# Polynomial factoring

• late347

## Homework Statement

##\frac{3x^2+x+C}{x+5}##
find value of constant C such that the clause can be canceled in some manner. What will be the canceled form of the clause.

## Homework Equations

-presumably C is a constant, and also an integer.
-polynomial factorization will be attempted
-cancelling of rational numbers keeps the value the same. In cancelling, you divide numerator and denominator by the same number (other number than 1 or 0).

## The Attempt at a Solution

we know initially that we have to have something like
##\frac{(x+5)*(?? ~~??}{x+5}##
this is because there will be no further factorization for the divisor. For the clause to be cancellable, I think the (x+5) must be one of the factors in the upstairs of the division line.

and from an educated guess point of view, I think we have to get the 3x^2 term finished somehow. So, that 3x^2 is the product of something.
##\frac{(x+5)*(3x ~~??}{x+5}##

if the other integer is an unknown one. maybe it can be represented by letter r
(x+5)(3x+r) should equal what we originally had upstairs (3x^2 +x +C) and we know C will be an integer also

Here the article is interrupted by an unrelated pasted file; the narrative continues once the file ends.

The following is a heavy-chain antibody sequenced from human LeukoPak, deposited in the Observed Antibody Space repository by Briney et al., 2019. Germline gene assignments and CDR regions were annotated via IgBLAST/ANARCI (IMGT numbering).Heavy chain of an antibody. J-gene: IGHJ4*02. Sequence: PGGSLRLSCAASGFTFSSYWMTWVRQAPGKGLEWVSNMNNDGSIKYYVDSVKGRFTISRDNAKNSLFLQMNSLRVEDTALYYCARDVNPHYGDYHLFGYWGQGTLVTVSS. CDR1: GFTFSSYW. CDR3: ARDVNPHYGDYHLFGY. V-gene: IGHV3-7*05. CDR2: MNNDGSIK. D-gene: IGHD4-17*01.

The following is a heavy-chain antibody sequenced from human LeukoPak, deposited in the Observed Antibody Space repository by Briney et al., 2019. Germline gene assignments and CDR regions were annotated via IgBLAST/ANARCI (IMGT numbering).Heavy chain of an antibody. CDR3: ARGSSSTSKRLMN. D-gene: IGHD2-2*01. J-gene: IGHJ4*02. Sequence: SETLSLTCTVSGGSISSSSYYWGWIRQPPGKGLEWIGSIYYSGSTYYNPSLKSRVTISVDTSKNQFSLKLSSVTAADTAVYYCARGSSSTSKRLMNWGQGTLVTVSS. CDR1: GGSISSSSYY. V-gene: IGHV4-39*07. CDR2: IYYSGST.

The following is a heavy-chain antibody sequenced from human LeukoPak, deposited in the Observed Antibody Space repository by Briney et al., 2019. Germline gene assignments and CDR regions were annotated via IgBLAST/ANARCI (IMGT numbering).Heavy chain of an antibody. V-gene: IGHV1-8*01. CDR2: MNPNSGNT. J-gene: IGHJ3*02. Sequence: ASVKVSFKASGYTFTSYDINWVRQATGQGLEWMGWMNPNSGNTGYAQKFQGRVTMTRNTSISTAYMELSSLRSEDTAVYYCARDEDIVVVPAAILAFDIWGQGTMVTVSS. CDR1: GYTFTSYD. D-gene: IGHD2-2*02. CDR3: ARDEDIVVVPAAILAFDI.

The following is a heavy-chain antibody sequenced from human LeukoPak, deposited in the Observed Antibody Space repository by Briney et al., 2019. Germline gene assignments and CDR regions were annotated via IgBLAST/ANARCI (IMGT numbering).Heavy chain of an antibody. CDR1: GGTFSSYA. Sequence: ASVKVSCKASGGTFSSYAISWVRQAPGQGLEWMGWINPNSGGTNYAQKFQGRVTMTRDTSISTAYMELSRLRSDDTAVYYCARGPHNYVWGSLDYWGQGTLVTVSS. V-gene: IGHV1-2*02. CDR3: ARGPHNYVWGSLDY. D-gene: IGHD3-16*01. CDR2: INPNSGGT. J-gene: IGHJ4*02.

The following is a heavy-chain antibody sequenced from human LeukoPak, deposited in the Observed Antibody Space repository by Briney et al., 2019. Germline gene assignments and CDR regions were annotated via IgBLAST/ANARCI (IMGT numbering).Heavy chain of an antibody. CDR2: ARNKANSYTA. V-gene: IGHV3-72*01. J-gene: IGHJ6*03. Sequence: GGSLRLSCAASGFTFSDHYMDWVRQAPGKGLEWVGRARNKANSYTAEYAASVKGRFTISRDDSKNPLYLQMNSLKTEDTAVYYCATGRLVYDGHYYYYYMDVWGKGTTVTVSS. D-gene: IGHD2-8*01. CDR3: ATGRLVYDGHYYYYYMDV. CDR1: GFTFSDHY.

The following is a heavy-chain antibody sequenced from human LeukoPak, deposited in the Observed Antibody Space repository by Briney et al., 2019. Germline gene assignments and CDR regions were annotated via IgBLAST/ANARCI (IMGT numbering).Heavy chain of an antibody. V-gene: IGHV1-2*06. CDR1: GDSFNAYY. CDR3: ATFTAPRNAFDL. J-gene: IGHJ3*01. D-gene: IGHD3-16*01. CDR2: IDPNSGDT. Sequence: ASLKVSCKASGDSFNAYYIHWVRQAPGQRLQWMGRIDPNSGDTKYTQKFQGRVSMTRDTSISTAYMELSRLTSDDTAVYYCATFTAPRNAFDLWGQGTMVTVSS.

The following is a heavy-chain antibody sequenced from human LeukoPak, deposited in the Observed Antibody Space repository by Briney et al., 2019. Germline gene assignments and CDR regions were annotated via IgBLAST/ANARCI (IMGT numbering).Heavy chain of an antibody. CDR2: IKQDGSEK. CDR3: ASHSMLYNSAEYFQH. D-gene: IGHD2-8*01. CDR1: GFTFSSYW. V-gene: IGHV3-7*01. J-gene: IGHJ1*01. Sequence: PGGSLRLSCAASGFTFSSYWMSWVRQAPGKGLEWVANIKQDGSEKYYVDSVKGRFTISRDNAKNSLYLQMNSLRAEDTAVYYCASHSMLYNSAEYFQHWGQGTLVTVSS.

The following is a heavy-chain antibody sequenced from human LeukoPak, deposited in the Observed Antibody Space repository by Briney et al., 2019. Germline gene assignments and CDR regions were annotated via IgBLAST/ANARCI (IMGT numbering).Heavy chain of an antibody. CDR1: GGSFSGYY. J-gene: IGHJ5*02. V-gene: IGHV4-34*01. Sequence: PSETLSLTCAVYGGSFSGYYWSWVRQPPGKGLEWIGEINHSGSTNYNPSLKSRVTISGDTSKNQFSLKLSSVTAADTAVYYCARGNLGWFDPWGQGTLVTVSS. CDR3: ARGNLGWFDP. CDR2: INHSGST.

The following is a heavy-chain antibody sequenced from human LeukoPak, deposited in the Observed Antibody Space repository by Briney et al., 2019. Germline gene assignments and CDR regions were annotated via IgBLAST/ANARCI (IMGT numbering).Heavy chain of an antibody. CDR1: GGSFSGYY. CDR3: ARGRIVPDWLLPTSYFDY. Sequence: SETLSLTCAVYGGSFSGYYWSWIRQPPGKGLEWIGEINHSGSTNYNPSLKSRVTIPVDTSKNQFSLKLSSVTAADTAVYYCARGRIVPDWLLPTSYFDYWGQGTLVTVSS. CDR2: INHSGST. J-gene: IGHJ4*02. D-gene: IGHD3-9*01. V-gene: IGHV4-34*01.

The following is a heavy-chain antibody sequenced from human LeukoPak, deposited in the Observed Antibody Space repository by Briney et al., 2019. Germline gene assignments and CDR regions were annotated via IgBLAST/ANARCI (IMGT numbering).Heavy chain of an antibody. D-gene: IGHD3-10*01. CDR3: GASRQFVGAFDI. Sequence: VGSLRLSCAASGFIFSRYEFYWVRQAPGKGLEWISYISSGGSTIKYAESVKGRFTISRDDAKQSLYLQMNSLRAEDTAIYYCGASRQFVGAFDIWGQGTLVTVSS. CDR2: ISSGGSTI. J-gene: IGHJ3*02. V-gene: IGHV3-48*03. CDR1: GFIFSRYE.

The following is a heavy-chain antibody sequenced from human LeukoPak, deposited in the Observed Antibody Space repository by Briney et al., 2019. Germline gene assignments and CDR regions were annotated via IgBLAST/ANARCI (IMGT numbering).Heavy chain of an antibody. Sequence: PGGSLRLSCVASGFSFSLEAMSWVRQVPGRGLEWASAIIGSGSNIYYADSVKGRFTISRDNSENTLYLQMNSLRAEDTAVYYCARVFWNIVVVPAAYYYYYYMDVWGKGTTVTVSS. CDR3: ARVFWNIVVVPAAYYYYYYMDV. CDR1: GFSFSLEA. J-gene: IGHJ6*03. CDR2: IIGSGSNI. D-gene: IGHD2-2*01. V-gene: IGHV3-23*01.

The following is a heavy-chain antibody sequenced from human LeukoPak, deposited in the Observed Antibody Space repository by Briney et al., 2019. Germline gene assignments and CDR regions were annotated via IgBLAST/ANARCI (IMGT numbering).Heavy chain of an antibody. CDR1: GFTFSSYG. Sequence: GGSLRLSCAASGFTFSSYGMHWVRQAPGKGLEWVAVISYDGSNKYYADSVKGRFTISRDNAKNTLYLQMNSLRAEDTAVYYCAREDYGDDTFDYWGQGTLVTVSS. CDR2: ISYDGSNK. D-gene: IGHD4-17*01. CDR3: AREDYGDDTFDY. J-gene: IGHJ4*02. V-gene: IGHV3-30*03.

At this point I was honestly a little bit stumped and I had to review some older Khan academy problems about factoring. I'm still alittle bit unsure why the so-called analytical method of finding the factorization works...

I was fiddling around with the clause (x+5)*(3x+r)
and if you multiply it out, it comes out such as
3x^2 +xr+15x+5r

Well... looking at that clause in that form it looks like xr +15x=1x must be a true equation.
Because this would allow you to choose the r so that the factors are correct for the original clause's terms for x^1 terms

So, I suppose firstly r= 1-15
r= -14
C= 5*(-14) = -70

[(x+5)(3x-14)]/(x+5)
=3x-14

[(x+5)(3x-14)]= 3x^2 -14x +15x -70

Looks good, but what is your question?

## Homework Statement

##\frac{3x^2+x+C}{x+5}##
find value of constant C such that the clause can be canceled in some manner. What will be the canceled form of the clause.

## Homework Equations

-presumably C is a constant, and also an integer.
-polynomial factorization will be attempted
-cancelling of rational numbers keeps the value the same. In cancelling, you divide numerator and denominator by the same number (other number than 1 or 0).

## The Attempt at a Solution

if the other integer is an unknown one. maybe it can be represented by letter r
(x+5)(3x+r) should equal what we originally had upstairs (3x^2 +x +C) and we know C will be an integer also
At this point I was honestly a little bit stumped and I had to review some older Khan academy problems about factoring. I'm still alittle bit unsure why the so-called analytical method of finding the factorization works...

Your method works because when you expand ##q(x) = (x+5)(3x+r)## you get a second-degree polynomial in ##x## that must be the same as ##p(x) = 3x^2+x+C##. That means that the coefficients in the two polynomials must be the same; that is, if ##p(x) = q(x)## for ALL ##x##, then all the coefficients in ##p(x)## must be the same as all the coefficients in ##q(x)##. That gives you two conditions for the two unknown constants ##r## and ##C##.